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Stocks Citigroup Inc

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    Citigroup, trying to arrest the sharp slide in its stock price, may look for a possible merger partner or take other steps to raise cash, senior officials told CNBC.

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    In this feature the traders reveal some of their best trade secrets. Find out how Zach Karabell has been playing Citigroup. Will his moves work for you?

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    What’s the old tag line. The Citi never sleeps. Well the stock is certainly keeping investors up nights!

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    Stocks plunged yet again on Thursday, sending the S&P 500 to its lowest level since 1997 – and completely erasing more than a decade of stock market gains.

  • Stocks plunged Thursday as anxiety about the economy and the government's wheel-spinning on the auto bailout and TARP plagued the market throughout the day, culminating in a massive final hour selloff. The Dow ended below 7,600, a more than five-year low. The S&P closed at an 11 1/2-year low.

  • Volume was heavier; instead of a low volume, high volatility sell-off, this was an old fashioned high volume, high volatility sell-off; in other words, sellers materialized.

  • Citigroup's stock plunged below $5—a 13-year low—but the banking giant's troubles may be just beginning.

  • The latest job cuts  in the banking sector come amid an overall wave of layoffs across the United States as companies move to cut costs in the face of slackening demand and a general economic downturn.

  • The Big 3 U.S. automakers may have reached a bailout compromise Thursday — or not. Citigroup shares hover near $5, even after mega-investor Saudi Prince Alwaleed bin Talal said he'd boost his Citi stake to 5 percent. Strategists told CNBC to expect more volatility — and no bottom for months yet.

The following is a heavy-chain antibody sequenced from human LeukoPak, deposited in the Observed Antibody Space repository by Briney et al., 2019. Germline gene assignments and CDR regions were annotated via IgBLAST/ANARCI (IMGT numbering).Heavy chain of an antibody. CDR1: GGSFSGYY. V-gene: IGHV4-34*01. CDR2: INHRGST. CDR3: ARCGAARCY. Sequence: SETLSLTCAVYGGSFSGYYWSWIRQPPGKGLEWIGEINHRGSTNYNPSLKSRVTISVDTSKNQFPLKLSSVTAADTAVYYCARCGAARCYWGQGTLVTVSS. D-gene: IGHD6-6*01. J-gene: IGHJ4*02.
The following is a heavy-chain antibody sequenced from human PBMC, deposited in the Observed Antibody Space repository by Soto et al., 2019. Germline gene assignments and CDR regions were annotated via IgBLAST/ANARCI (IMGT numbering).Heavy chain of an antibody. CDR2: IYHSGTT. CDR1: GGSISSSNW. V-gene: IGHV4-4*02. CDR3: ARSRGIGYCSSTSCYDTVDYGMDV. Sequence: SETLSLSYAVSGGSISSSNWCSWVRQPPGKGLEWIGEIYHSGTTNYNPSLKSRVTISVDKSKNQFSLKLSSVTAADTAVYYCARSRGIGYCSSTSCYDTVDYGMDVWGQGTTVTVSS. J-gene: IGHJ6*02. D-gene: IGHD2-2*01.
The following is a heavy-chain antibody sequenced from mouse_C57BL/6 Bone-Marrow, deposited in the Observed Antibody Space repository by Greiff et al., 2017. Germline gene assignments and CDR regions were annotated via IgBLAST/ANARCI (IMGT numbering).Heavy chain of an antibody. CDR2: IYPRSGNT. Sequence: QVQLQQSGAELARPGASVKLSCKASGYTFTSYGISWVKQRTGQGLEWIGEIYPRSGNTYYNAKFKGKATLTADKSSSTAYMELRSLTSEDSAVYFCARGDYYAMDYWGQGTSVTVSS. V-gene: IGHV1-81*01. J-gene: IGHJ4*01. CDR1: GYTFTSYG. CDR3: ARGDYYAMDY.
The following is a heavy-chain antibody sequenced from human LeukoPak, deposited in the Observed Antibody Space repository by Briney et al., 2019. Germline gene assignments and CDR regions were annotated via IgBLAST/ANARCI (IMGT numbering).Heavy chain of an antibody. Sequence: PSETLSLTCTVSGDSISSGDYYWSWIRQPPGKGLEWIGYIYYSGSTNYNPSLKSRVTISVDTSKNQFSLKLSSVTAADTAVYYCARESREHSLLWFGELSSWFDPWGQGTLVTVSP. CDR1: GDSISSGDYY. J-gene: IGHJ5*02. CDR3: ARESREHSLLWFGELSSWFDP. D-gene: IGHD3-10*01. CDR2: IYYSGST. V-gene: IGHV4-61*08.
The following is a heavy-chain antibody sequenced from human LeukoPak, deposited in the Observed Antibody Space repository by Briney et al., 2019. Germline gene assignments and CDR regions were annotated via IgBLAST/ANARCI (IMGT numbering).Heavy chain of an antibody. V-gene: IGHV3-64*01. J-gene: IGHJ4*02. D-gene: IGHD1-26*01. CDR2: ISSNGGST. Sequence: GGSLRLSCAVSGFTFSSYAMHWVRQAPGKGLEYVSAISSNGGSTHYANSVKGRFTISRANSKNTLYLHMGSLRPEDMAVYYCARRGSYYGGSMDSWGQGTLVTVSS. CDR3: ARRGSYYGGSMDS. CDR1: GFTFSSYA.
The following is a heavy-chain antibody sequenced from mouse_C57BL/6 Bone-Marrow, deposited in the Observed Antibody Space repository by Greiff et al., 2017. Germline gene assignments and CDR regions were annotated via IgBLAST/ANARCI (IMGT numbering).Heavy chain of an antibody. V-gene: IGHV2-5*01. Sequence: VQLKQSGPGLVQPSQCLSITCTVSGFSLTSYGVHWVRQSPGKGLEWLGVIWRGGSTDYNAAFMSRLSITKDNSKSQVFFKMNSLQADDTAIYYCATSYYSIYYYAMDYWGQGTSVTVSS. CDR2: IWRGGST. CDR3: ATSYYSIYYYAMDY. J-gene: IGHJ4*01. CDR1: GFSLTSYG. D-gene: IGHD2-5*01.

• Volatility in financial stocks, particularly Citigroup and Merrill Lynch, remains very high, according to Rebecca Darst, equity options analyst with TheStreet.com.

  • Stocks wobbled as key lawmakers said an auto bailout deal might have to wait until December.

  • Stocks opened sharply lower Thursday as jobless claims hit a 16-year high, exacerbating anxiety in the market about the faltering auto bailout and uncertainty about the TARP plan.

  • Futures tumbled Thursday after jobless claims jumped to a 16-year high. This followed Wednesday's crushing selloff that saw the Dow close below 8,000 for the first time in more than five years.

  • Traders like to remind me that the definition of insanity is doing the same thing over and over again and expecting a different result. So it is that plans by Saudi Prince Alwaleed bin Talal to raise his investment in Citigroup are being greeted with open skepticism on the Street.

  • You could hear the screams on Wall Street (and perhaps a few sighs of relief that the bloodletting was over -- for today at least) when the Dow closed down 427 points -- to a level BELOW 8,000 for the first time in over five years. The market's in "critical condition," says Cramer, and likens it to a "hospital emergency room."

  • There is no joy on Wall Street, and frankly, the mood is getting worse. On Wednesday, stocks hit a 5-1/2 year low on waves of selling stemming from a meltdown in financials. The group was down nearly 12%, with some big names like Citigroup at shocking lows.

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    The Dow tumbled on Wednesday closing below the psychologically important 8,000 level for the first time since March 2003.

  • Stocks plunged to a more than five-year low amid worries about the fate of the auto industry — and the economy — as a bailout for the sector grows increasingly unlikely.

  • Our credit expert fields your questions on everything from debt settlement to Citigroup's new interest rate hike.

  • Merrill Lynch is seeing heavy put activity among options traders Wednesday, as its stock plunges to lows not seen in more than a decade. The November options volume is already four times the recent averages and December is more than six times normal levels.